Fuel Engine & Electric Drive Vehicles: comparison - consumption

Research output: Book/ReportCommissioned report


Every vehicle needs to overcome resistive forces in order to drive. The car's prime-mover (motor) develops the necessary force in order to accelerate and get the vehicle to the desired speed.
In conventional thermal vehicles, fuel is burnt in the internal combustion engine's cylinders and the pressure-driven linear reciprocating motion of its pistons is converted into rotary movement. Force and rotational speed are transferred and adjusted -mechanically- through the driveline up to the wheels generating vehicle motion. Driving efficiency is limited due to the energy conversion process in the engine where the heat released during combustion of the fuel is converted to mechanical power. Most energy is lost as heat in the engine block and the exhaust gasses, and only a fraction is effectively used to propel the vehicle.
In electric vehicles (EV), the prime-mover is an electric machine providing mechanical power at its output shaft with which the wheels are brought to rotation through the mechanical driveline. The main power supply is provided by a rechargeable traction battery, which is an electrochemical storage system. Between EV battery and electric motor, there is a power electronic interface, acting as the power flow controller to the driving machine and vice versa. In electric vehicles, energy stored in the battery can be converted more efficiently to drive the wheels due to the good performance of the electric drive chain: high transfer efficiency of the power electronic converter, and low losses during electromechanical energy conversion in the motor. The electrochemical process in the battery also introduces some losses. Also during charging, when the battery is replenished with energy from the grid (mains supply), some losses occur in the charger, which can be either on-board (typically for standard charging, up to semi-fast) or off-board (typically for fast charging).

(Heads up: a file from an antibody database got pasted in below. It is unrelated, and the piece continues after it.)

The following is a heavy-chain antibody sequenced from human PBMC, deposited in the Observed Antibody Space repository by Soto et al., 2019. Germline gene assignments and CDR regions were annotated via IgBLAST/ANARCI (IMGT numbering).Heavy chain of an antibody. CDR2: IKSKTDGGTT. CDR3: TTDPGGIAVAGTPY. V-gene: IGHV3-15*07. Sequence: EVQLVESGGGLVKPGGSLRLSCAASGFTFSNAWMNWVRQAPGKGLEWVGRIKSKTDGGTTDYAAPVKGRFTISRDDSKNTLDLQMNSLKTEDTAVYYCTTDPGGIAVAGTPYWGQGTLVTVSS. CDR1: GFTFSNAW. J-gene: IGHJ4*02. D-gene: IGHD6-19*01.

Between the two extremes of thermal and electric vehicles, there is a range of hybrid electric vehicle varieties. Depending on the size of the electric energy storage system and its functionality, there is a spectrum ranging from mild hybrids to full hybrids, and the latest development of plug-in hybrid electric vehicles that can be charged externally from the utility grid and have a considerable all-electric range.
In this document, an overview of the different vehicle propulsion technologies is described and the energy consumption performance of ICE vehicles and electric drive propulsion is presented. The 'Blue Map Scenario' presented by the International Energy Agency envisages annual sales of millions of battery electric vehicles (BEV) and Plug-in hybrid electric vehicles (PiHEV) in the near future.
Original languageEnglish
PublisherElectrabel GDF SUEZ
Publication statusPublished - 24 Feb 2014


  • Electric vehicles
  • ICE vehicles
  • Well-to-wheel
  • Hybrid electric vehicles


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